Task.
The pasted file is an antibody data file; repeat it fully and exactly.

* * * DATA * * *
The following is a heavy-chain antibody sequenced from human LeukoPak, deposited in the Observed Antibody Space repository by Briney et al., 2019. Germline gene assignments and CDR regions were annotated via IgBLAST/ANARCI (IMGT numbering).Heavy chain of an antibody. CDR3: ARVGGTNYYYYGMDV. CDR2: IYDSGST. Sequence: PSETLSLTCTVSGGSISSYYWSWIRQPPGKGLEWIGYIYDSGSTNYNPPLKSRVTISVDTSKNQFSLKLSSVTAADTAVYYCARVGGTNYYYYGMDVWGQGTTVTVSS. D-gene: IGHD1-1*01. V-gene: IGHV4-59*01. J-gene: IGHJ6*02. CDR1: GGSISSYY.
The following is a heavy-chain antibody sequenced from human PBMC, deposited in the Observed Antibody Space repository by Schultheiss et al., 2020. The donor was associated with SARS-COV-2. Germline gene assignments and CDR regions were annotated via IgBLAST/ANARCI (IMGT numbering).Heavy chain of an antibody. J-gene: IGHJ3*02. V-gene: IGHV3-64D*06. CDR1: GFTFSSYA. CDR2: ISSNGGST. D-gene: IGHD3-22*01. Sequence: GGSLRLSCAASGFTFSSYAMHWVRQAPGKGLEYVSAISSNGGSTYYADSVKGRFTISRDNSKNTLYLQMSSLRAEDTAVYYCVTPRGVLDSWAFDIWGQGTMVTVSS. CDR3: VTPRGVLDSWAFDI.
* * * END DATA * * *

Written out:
The following is a heavy-chain antibody sequenced from human LeukoPak, deposited in the Observed Antibody Space repository by Briney et al., 2019. Germline gene assignments and CDR regions were annotated via IgBLAST/ANARCI (IMGT numbering).Heavy chain of an antibody. CDR3: ARVGGTNYYYYGMDV. CDR2: IYDSGST. Sequence: PSETLSLTCTVSGGSISSYYWSWIRQPPGKGLEWIGYIYDSGSTNYNPPLKSRVTISVDTSKNQFSLKLSSVTAADTAVYYCARVGGTNYYYYGMDVWGQGTTVTVSS. D-gene: IGHD1-1*01. V-gene: IGHV4-59*01. J-gene: IGHJ6*02. CDR1: GGSISSYY.
The following is a heavy-chain antibody sequenced from human PBMC, deposited in the Observed Antibody Space repository by Schultheiss et al., 2020. The donor was associated with SARS-COV-2. Germline gene assignments and CDR regions were annotated via IgBLAST/ANARCI (IMGT numbering).Heavy chain of an antibody. J-gene: IGHJ3*02. V-gene: IGHV3-64D*06. CDR1: GFTFSSYA. CDR2: ISSNGGST. D-gene: IGHD3-22*01. Sequence: GGSLRLSCAASGFTFSSYAMHWVRQAPGKGLEYVSAISSNGGSTYYADSVKGRFTISRDNSKNTLYLQMSSLRAEDTAVYYCVTPRGVLDSWAFDIWGQGTMVTVSS. CDR3: VTPRGVLDSWAFDI.